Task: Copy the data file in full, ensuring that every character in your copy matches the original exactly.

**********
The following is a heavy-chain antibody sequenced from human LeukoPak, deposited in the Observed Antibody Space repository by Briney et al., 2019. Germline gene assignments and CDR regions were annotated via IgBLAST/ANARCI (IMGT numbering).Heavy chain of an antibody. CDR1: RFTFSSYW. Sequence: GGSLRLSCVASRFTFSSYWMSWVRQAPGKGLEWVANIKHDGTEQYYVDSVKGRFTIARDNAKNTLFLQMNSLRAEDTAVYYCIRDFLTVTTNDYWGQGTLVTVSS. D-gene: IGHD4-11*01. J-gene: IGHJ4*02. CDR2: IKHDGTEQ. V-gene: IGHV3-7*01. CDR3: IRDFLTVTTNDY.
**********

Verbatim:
The following is a heavy-chain antibody sequenced from human LeukoPak, deposited in the Observed Antibody Space repository by Briney et al., 2019. Germline gene assignments and CDR regions were annotated via IgBLAST/ANARCI (IMGT numbering).Heavy chain of an antibody. CDR1: RFTFSSYW. Sequence: GGSLRLSCVASRFTFSSYWMSWVRQAPGKGLEWVANIKHDGTEQYYVDSVKGRFTIARDNAKNTLFLQMNSLRAEDTAVYYCIRDFLTVTTNDYWGQGTLVTVSS. D-gene: IGHD4-11*01. J-gene: IGHJ4*02. CDR2: IKHDGTEQ. V-gene: IGHV3-7*01. CDR3: IRDFLTVTTNDY.